Mass media publications and advertisements have long portrayed unrealistic and unattainable body types. This tendency has worsened over time, as the women in magazines continue to become less representative of the average woman. One recent study found that the average body weight of female centerfolds in Playboy Magazine has significantly decreased over the past 40 years .
Impact of Photoshop on Body Image
The beauty and wellness industries begin by using models whose body types do not represent the average woman, but they do not stop there. Even with perfect hair, makeup, and clothes, photoshop plays a key role in solidifying the unattainable image. Almost all media images will undergo some form of digital alteration, and 94 percent of magazines will then take this “thin ideal” and place it on their cover [2,3].
The glorification of this unrealistic archetype has become unhealthy for consumers, who often internalize this image and attempt to live up to it without realizing that what they are attempting to achieve does not exist.
There are attempts to regulate the image that magazines and advertisers put out. In 2009, The French National Assembly proposed a bill that would make it illegal to print digitally altered images without a disclaimer or warning label . The U.K. has also been working toward a similar ban that would, additionally, make any kind of digital enhancement illegal for content created to target those under 16 years of age .
Research and Statistics Behind Labeling Retouched Photos
Researchers have reported that the practice of labelling digitally altered images has been successful. One 2001 study found that highlighting the different procedures that go into altering an image into the “ideal” was “effective in combatting negative body image .” The authors of this study noted that social comparison, or the tendency to evaluate oneself by comparing to others, was reduced when readers knew that the image they were looking at was manufactured.
More recently, a 2012 study published in the Journal of Social and Clinical Psychology found that those that viewed images with warning labels did not experience the “usually obtained negative effects of exposure to thin ideal images” and reported less body dissatisfaction than those that saw the same images without warning labels .
A 2015 study found the same results and determined that internalization, or, “the extent to which an individual regards the societal norms of size and appearance as appropriate standards for his/her own appearance,” plays a huge role . When consumers realize that the image they are viewing is not real or realistics, they internalize less, leading to lower feelings of body dissatisfaction.
Further, one study found that advertisements were found to be just as effective with thin and average-sized models and that lower body dissatisfaction leads to greater product and brand recall of fashion advertisements . As such, advertisers could portray an image more representative of the average woman without any negative impact to their brand.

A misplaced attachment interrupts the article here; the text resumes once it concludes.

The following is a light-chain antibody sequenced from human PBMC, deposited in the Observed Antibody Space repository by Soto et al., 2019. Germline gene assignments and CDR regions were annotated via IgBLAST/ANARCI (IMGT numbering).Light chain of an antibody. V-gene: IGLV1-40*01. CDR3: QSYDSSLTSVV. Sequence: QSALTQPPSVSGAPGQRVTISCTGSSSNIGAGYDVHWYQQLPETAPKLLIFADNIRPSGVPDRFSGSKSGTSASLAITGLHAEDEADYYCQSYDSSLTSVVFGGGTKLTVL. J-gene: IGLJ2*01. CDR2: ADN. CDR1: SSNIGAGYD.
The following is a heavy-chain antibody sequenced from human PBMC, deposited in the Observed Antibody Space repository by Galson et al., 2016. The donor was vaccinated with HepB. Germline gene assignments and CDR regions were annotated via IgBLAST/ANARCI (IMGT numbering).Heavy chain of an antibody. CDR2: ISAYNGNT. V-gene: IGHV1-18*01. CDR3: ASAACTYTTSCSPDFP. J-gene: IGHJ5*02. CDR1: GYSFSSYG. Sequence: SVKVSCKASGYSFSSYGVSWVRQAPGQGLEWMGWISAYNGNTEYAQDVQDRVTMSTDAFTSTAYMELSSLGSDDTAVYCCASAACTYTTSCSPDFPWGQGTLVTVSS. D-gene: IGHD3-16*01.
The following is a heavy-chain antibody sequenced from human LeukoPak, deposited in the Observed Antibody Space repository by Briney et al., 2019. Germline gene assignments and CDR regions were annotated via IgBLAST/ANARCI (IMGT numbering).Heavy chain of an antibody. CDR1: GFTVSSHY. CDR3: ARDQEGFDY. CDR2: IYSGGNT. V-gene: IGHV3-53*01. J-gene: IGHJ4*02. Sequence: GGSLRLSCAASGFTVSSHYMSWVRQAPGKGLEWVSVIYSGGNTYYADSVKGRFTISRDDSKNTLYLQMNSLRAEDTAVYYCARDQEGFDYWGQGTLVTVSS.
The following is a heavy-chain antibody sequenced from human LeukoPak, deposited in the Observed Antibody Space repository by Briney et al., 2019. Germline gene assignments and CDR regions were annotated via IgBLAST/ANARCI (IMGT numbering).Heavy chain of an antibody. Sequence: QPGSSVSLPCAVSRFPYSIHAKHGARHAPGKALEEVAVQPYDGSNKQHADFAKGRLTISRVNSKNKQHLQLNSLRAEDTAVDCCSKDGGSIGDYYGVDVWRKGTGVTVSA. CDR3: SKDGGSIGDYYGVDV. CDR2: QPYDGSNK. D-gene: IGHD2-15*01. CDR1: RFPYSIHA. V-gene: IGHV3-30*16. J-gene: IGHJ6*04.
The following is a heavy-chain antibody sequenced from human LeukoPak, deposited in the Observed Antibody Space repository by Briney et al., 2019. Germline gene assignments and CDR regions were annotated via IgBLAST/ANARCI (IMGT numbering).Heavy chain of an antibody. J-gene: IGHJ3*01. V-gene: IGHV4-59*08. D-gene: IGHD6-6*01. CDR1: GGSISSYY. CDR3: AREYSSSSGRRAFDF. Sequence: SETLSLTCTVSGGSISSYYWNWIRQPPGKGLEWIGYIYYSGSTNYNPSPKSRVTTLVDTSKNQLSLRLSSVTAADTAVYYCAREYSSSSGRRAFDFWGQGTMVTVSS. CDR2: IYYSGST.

Whether regulations are passed requiring labels or magazines begin using average-sized models, it is clear that one must consume mass media content with an awareness of what they are seeing. Don’t forget that much of what is displayed in magazines and advertisements is not real or attainable. You will not look like those women, and that is okay! You are beautiful just the way you are.
About the Author: Margot Rittenhouse is a therapist who is passionate about providing mental health support to all in need and has worked with clients with substance abuse issues, eating disorders, domestic violence victims and offenders, and severely mentally ill youth.
As a freelance writer for Eating Disorder and Addiction Hope and a mentor with MentorConnect, Margot is a passionate eating disorder advocate, committed to de-stigmatizing these illnesses while showing support for those struggling through mentoring, writing, and volunteering. Margot has a Master’s of Science in Clinical Mental Health Counseling from Johns Hopkins University.
References: Owen, P. R., Laurel-Seller, E. (2000). Weight and shape ideals: Thin is dangerously in. Journal of Applied Social Psychology, 30, 979-990.
 Bennett, J. (2008). Picture perfect. Newsweek. Retrieved June 9, 2017 from http://www.newsweek.com/backlash-against-magazine-airbrushing-89805
 Slater, A. et al. (2012). Reality check: an experimental investigation of the addition of warning labels to fashion magazine images on women’s mood and body dissatisfaction. Journal of Social and Clinical Psychology, 31:2, 105-122.
 Rollero, C. (2015). ‘I know you are not real:’ salience of photo retouching reduces the negative effects of media exposure via internalization. Studia Psychologia, 57, 195-202.
The opinions and views of our guest contributors are shared to provide a broad perspective of eating disorders. These are not necessarily the views of Eating Disorder Hope, but an effort to offer discussion of various issues by different concerned individuals.
We at Eating Disorder Hope understand that eating disorders result from a combination of environmental and genetic factors. If you or a loved one are suffering from an eating disorder, please know that there is hope for you, and seek immediate professional help.
Published July 24, 2017.
Reviewed By: Jacquelyn Ekern, MS, LPC on July 24, 2017.
Published on EatingDisorderHope.com